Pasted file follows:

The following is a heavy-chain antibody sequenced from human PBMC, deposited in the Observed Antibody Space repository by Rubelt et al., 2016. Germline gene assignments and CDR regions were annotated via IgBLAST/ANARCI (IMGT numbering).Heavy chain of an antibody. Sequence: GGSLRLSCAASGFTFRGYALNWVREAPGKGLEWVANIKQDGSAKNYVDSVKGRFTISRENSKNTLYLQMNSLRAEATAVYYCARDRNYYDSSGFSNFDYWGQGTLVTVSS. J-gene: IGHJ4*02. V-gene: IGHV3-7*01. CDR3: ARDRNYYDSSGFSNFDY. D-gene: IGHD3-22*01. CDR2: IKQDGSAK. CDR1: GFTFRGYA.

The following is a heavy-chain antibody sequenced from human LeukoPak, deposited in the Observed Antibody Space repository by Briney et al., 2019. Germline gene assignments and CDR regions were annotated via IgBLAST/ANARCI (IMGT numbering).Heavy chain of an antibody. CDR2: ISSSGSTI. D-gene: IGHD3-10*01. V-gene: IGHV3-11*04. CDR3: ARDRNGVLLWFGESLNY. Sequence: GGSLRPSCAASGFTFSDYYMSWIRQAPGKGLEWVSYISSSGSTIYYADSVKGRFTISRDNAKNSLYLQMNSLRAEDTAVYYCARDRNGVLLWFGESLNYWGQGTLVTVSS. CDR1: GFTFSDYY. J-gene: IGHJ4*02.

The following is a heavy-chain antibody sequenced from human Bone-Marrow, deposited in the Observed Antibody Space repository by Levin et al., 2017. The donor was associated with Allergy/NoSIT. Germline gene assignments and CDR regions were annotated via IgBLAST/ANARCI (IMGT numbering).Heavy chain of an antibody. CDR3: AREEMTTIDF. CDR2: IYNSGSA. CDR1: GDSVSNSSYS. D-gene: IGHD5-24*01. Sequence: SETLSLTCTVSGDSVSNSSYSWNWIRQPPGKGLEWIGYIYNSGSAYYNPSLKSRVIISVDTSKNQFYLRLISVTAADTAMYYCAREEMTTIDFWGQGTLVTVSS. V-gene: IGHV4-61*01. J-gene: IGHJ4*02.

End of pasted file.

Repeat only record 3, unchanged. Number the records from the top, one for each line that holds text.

The following is a heavy-chain antibody sequenced from human Bone-Marrow, deposited in the Observed Antibody Space repository by Levin et al., 2017. The donor was associated with Allergy/NoSIT. Germline gene assignments and CDR regions were annotated via IgBLAST/ANARCI (IMGT numbering).Heavy chain of an antibody. CDR3: AREEMTTIDF. CDR2: IYNSGSA. CDR1: GDSVSNSSYS. D-gene: IGHD5-24*01. Sequence: SETLSLTCTVSGDSVSNSSYSWNWIRQPPGKGLEWIGYIYNSGSAYYNPSLKSRVIISVDTSKNQFYLRLISVTAADTAMYYCAREEMTTIDFWGQGTLVTVSS. V-gene: IGHV4-61*01. J-gene: IGHJ4*02.